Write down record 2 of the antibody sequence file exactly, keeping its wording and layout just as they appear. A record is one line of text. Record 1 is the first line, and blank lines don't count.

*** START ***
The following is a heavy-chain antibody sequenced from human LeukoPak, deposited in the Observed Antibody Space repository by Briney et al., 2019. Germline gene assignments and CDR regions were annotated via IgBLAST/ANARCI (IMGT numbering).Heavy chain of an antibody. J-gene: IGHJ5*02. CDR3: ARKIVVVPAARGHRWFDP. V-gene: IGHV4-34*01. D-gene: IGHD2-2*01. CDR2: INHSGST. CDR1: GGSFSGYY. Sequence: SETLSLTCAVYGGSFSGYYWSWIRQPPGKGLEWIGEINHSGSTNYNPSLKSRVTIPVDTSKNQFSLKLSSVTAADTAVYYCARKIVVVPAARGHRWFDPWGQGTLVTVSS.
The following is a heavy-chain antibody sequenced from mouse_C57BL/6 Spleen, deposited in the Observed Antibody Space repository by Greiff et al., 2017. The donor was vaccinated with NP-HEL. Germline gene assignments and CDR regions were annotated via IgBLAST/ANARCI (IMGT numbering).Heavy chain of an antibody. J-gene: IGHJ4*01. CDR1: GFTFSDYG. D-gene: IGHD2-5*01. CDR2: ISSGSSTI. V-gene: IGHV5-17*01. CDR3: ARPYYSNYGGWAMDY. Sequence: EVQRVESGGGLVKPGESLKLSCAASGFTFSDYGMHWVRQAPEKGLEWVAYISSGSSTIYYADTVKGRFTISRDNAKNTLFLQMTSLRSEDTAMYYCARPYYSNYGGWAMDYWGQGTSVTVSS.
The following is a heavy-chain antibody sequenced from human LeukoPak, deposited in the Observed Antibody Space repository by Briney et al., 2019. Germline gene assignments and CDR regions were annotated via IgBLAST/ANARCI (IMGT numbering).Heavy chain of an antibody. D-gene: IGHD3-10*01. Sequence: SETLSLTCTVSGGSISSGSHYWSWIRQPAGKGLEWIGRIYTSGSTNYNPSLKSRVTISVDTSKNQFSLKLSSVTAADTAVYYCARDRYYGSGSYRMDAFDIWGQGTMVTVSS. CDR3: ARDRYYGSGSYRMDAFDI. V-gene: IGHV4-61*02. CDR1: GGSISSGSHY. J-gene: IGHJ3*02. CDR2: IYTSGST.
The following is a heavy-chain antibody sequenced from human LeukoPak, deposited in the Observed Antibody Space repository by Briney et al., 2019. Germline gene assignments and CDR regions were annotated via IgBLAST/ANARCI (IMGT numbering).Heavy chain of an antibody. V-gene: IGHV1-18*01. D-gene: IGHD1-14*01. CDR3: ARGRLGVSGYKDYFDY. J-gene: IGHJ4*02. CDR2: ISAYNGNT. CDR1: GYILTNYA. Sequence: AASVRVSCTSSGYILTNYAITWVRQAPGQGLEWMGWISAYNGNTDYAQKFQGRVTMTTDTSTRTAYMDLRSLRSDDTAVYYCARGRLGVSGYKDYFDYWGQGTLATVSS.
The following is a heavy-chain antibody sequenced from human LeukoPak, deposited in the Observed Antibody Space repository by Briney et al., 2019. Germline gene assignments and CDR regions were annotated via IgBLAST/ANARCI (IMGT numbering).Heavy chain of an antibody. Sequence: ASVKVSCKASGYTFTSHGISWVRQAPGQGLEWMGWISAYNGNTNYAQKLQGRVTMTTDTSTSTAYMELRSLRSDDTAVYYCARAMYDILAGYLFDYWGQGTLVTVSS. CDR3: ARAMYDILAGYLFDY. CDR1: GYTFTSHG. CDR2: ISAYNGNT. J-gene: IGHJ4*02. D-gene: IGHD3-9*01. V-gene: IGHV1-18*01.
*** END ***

The following is a heavy-chain antibody sequenced from mouse_C57BL/6 Spleen, deposited in the Observed Antibody Space repository by Greiff et al., 2017. The donor was vaccinated with NP-HEL. Germline gene assignments and CDR regions were annotated via IgBLAST/ANARCI (IMGT numbering).Heavy chain of an antibody. J-gene: IGHJ4*01. CDR1: GFTFSDYG. D-gene: IGHD2-5*01. CDR2: ISSGSSTI. V-gene: IGHV5-17*01. CDR3: ARPYYSNYGGWAMDY. Sequence: EVQRVESGGGLVKPGESLKLSCAASGFTFSDYGMHWVRQAPEKGLEWVAYISSGSSTIYYADTVKGRFTISRDNAKNTLFLQMTSLRSEDTAMYYCARPYYSNYGGWAMDYWGQGTSVTVSS.